By Sachin Shenolikar

(From the editor: This article was first published on RealBusiness.com, a  website from Xerox that provides ideas and information for decision-makers in business and government.)

Ashish Pattekar, a researcher at PARC

“… the patient’s voice is missing in the chain of care.” — Ashish Pattekar, researcher at PARC, A Xerox Company

When it comes to tweaking healthcare protocols, one important player’s input has traditionally not been weighed heavily: the patient. However, that is changing. Hospitals are getting into patients’ heads — in a good way.

After treatment, Medicare and Medicaid patients usually receive an HCAHPS survey in the mail. This is a method to check how hospital systems and providers are performing and whether quality of care metrics are being adhered to. While well-meaning, this system has holes. First, a patient may not expect to see the same provider again, so there’s not much incentive to respond to a survey. And second, the survey often arrives a few weeks after the treatment, so memories are hazy.

The Patient’s Voice

What if patients could use wearable devices to provide real-time feedback about their care as it was being administered? That is something researchers at PARC, a Xerox company, are studying.

Picture this: When a patient is admitted to a hospital, he is fitted with a smart watch. After each encounter with a healthcare provider, the watch vibrates, prompting him with a question about the experience. Were you satisfied with your last interaction with the nurse or doctor? Do you have any questions that were not answered? Do you understand the instructions for the medication that was just prescribed to you?

“The reason for collecting this information is because we feel that the patient’s voice is missing in the chain of care,” says Ashish Pattekar, a researcher at PARC. “Looking at this information from the patients’ view may gain valuable insights into what might be improved in their care experience.”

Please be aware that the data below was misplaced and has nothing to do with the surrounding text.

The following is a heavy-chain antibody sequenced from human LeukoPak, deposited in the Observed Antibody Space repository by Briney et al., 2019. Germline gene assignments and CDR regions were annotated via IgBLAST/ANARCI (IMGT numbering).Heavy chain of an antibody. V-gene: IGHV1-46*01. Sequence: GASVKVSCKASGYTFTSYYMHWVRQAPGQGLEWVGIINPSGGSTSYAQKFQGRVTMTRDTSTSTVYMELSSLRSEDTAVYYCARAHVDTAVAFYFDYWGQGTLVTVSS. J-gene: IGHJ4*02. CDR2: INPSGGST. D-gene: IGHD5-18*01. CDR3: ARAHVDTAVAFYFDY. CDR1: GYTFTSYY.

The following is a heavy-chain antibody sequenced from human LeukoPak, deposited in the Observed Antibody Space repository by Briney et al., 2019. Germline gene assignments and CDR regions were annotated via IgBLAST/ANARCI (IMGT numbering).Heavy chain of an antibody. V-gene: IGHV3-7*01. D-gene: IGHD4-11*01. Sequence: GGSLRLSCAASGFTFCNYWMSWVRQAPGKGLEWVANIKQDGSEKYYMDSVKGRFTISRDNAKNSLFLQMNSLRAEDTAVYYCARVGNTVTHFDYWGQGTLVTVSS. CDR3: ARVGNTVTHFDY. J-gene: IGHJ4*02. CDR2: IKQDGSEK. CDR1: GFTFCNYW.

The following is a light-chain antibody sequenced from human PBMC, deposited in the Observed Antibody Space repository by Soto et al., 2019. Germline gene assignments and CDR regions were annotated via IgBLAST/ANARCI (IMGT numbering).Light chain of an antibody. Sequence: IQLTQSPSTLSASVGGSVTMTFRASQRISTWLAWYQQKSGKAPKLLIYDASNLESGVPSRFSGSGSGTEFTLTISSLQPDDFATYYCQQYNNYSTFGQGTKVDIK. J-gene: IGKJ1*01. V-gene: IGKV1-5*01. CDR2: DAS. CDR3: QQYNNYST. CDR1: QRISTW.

Immediate Feedback, Immediate Results

When processed in real-time, this feedback can help address concerns during that hospital visit, as opposed to waiting for future ones. Hospital administrators could find out about gaps in care, particularly if patients are unhappy or report things that they find objectionable. “Also, you could use the responses to predict whether certain patients are at high risk of developing complications,” says Pattekar.

Last year, PARC did a small pilot study in California to get a feel for how patients responded to this instant survey. Larger studies with more than 150 patients are planned for 2015. There is also promise beyond wearable technology in this area, namely the development of augmented reality and mind-control technology where patients will see survey questions beamed in front of their eyes and use their thoughts to submit their responses.

For now, hospitals are moving toward an understanding that a patient’s state of mind is an important variable of how they might respond to the care that’s being delivered. “People realize there is a certain value to keeping patients happy,” says Pattekar. “But also, if somebody’s state of mind is positive while they’re receiving care, it’s possible that the outcome will be better.”

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